Overview

Project Highlights:

  • Opportunity to work on highly novel proxies. Blues skies science, the thesis and paper outputs will have high impact.
  • Fieldwork to collect fresh soil/lake surface samples from transects abroad (e.g. the USA, Europe, Japan).
  • Collaboration and research visit to work with Prof. Xie at the China University of Geosciences, Wuhan and partners at CEH.

A wide range of environmental information from both terrestrial and marine realms is required from palaeoclimate archives to better understand the climate system and to provide a palaeoclimatic context for predictions of future rates of climate change, impact and Earth system sensitivity. Overall, far less attention has been paid to terrestrial environments, compared to the marine realm, due to the paucity of ubiquitous biomarkers with quantitative palaeoclimatic utility.

We have recently found strong correlations between 3-hydroxy fatty acid (3-OH-FA) distributions, synthesised within Gram-negative bacterial membranes, and environmental parameters (Wang et al., 2016). Based on this discovery we have defined new geochemical proxies for reconstructing temperature, pH and precipitation.

The ubiquitous natural distribution of Gram-negative bacteria means that these new techniques for reconstructing past climate have huge potential. 

We have recently submitted the first manuscript to demonstrate that 3-OH-FA biomarkers can successfully reconstruct temperature and precipitation signals from an individual stalagmite (Wang et al, submitted).

This PhD project will undertake the next exciting steps in the development of these biomarkers:

- The production of new global scale calibrations to expand and refine the new proxies for pH and temperature and ensure wide uptake by the palaeoclimate community.

- First applications of new proxies to a variety of palaeoclimate archives beyond speleothems (lake sediments, ocean drilling sediment cores) on a variety of time-scales (Holocene to Cenozoic).

a) Soil Bacteria, b) The molecular stucture of a 3-OH-FA and the relationship between novel 3-OH-FA index RAN15 and Mean Annual Air Temperature (MAAT) in soil samples from central China. C) Comparison of a stalagmite RAN15-MAAT record with Solar insolation changes at 30°N in July during the last 9 ka BP and the CaCO3 oxygen isotope record from the same stalagmite.

Methodology

Geological work: Compile a collection of over 200 soil and sediment samples which span global gradients in temperature, hydrology and a diversity of bacterial and plant communities. Fresh samples will be obtained on field expeditions from regional transects (in Europe, the USA and Japan). In addition we have already obtained samples from the ISRIC soil repository and co-supervisor Griffiths possesses a frozen archive of soils from across the UK collected as part of nationwide soil surveys, and a recent NERC funded project (U-GRASS) under the Soil Security Programme.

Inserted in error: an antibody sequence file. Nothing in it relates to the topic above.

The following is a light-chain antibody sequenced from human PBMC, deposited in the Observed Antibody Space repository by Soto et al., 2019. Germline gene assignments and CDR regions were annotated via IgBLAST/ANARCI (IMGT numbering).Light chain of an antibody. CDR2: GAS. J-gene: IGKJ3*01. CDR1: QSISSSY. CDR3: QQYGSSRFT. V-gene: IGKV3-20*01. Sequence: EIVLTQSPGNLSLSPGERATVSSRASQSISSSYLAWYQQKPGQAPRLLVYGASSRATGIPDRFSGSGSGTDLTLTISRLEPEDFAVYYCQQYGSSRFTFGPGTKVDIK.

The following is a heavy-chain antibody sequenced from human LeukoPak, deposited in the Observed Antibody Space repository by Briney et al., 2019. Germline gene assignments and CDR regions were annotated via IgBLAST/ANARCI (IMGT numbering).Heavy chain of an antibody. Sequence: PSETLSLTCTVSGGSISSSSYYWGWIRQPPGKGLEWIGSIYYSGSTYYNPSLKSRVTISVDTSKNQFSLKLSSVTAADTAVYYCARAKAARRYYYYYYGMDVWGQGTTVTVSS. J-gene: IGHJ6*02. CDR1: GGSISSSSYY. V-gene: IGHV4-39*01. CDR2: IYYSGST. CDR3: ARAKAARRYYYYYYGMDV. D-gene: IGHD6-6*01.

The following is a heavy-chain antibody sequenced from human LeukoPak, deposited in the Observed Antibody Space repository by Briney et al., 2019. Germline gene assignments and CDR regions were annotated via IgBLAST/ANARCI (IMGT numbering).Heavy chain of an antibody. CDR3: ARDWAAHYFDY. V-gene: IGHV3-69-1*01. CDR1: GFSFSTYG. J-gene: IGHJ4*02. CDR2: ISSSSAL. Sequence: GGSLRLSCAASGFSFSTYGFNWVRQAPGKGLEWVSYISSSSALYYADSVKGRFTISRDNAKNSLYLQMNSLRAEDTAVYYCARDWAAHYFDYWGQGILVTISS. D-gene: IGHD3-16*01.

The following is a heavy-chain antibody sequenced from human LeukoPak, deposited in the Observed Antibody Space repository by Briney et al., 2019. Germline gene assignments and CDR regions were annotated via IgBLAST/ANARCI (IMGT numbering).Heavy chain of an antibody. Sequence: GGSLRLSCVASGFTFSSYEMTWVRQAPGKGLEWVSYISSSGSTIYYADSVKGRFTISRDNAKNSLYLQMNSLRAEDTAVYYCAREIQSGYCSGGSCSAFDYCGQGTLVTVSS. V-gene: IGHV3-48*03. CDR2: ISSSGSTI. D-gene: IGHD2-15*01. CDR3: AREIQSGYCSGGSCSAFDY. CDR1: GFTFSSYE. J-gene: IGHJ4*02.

Experimental work: All samples will be subjected to organic geochemical extraction and clean-up and analytical methods: i.e. acid hydrolysis and digestion Wang et al., 2012), extraction with organic solvents, separation into chemical fractions and analysis by GC-FID, GC-MS.

Training and Skills

CENTA students are required to complete 45 days training throughout their PhD including a 10 day placement. In the first year, students will be trained as a single cohort on environmental science, research methods and core skills. Throughout the PhD, training will progress from core skills sets to master classes specific to the student's projects and themes.

This project will also provide detailed training in the geochemical methods necessary for 3-OH-FA analyses for environmental reconstructions, including organic geochemistry provided at the Birmingham and a visit to world leading China University of Geosciences in Wuhan. The DR will also receive training in the collection and interpretation of transect data with colleagues at CEH.

This project will inevitably offer extensive networking opportunities with national and international scientists in addition to data handling and interpretation and scientific communication through writing, poster and oral presentations to academic and non-academic audiences.

Timeline

Year 1: Obtain training in sample processing of soil and sediment sample material, organic geochemical techniques. First field season in USA. Generate data surface sediment samples and derive new calibrations.

Year 2: Second field season in Europe. Visit Prof. Xie, Wuhan. Present results at a domestic (BOGS) or smaller international meeting (Gordon conference) and prepare manuscript. Prepare samples from palaeoclimate archives.

Year 3&4: Possible Third field season in Japan.  Finish remaining analytical work, present results at an international conference. Write up results for final thesis and additional papers.

Partners and collaboration (including CASE)

Close collaboration between CENTA partners (UoB and CEH) is integral to this project. This project also benefits from external collaborations with scientists working on 3-OH-FAs. We are seeking to make the project CASE with Isoprime UK (who are current CASE partners with Bendle). The PhD student will have excellent opportunities to engage in field-work and collaborate internationally.  A research visit to work with Prof. Xie and Dr Wang at the China University of Geosciences (China UoG), Wuhan is of paramount importance. The collaboration between Dr Bendle and Prof. Xie’s group is leading the world in the exciting development of 3-OH-FAs as paleoclimate proxies.

Further Details

Contact: Dr James Bendle.

Email: J.Bendle@bham.ac.uk

Telephone: +44 (0) 121 41 46156

http://www.birmingham.ac.uk/schools/gees/index.aspx

https://twitter.com/DrBendleJ